An analysis of the results of Land’s experiments with two-primary color projections has been carried out in terms of the known phenomena of object-color perception. It is shown that no new theory is required for the prediction of Land’s result that two-primary color projections can produce object-color perceptions of all hues; nor for his result that many choices of pairs of primaries yield substantially the same object-color perceptions. Land’s hypothesis that when the colors of the patches of light making up a scene are restricted to a one-dimensional variation of any sort, the observer usually perceives the objects in that scene as essentially without hue, is new; several special cases of it are supported by previous work as well as Land’s. This hypothesis deserves the serious attention of research workers in object-color perception.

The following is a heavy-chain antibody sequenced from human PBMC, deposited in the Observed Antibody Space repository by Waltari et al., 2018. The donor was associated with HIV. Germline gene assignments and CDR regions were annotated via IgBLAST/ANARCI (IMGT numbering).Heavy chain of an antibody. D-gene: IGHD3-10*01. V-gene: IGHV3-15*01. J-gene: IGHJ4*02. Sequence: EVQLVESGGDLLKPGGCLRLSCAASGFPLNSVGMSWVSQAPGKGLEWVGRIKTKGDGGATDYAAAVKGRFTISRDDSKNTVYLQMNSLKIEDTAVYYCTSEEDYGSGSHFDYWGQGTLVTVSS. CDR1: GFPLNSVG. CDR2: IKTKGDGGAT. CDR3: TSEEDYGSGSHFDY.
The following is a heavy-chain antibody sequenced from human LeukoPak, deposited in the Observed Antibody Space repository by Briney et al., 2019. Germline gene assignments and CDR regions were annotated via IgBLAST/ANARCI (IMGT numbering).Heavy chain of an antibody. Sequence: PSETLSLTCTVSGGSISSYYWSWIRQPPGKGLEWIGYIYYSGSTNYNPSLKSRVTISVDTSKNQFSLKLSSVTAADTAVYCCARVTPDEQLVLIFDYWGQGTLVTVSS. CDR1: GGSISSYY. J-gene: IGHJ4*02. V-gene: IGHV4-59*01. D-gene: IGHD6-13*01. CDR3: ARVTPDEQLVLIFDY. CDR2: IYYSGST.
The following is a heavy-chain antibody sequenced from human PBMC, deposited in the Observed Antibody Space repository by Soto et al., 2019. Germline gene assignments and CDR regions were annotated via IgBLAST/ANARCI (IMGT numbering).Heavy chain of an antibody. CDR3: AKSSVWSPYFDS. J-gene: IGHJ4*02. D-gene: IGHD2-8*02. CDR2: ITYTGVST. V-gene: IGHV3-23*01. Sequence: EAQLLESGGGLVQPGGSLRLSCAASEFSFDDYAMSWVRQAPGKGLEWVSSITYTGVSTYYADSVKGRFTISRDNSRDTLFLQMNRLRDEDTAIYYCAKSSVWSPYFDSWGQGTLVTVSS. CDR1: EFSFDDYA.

© 1960 Optical Society of AmericaFull Article | PDF Article
OSA Recommended Articles
J. Opt. Soc. Am. 54(4) 529-531 (1964)
D. E. Pearson, C. B. Rubinstein, and G. J. Spivack
J. Opt. Soc. Am. 59(5) 644-658 (1969)
R. M. Evans
J. Opt. Soc. Am. 33(11) 579-614 (1943)